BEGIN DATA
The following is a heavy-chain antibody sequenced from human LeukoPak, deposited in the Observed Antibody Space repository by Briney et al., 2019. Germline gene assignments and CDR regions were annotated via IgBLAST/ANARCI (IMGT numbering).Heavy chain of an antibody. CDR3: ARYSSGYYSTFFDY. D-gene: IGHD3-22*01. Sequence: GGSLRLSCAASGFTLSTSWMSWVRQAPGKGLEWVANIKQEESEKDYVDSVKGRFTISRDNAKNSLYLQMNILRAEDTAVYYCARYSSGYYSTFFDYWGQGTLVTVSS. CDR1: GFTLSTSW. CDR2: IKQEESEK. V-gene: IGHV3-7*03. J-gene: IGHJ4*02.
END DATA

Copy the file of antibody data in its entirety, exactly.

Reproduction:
The following is a heavy-chain antibody sequenced from human LeukoPak, deposited in the Observed Antibody Space repository by Briney et al., 2019. Germline gene assignments and CDR regions were annotated via IgBLAST/ANARCI (IMGT numbering).Heavy chain of an antibody. CDR3: ARYSSGYYSTFFDY. D-gene: IGHD3-22*01. Sequence: GGSLRLSCAASGFTLSTSWMSWVRQAPGKGLEWVANIKQEESEKDYVDSVKGRFTISRDNAKNSLYLQMNILRAEDTAVYYCARYSSGYYSTFFDYWGQGTLVTVSS. CDR1: GFTLSTSW. CDR2: IKQEESEK. V-gene: IGHV3-7*03. J-gene: IGHJ4*02.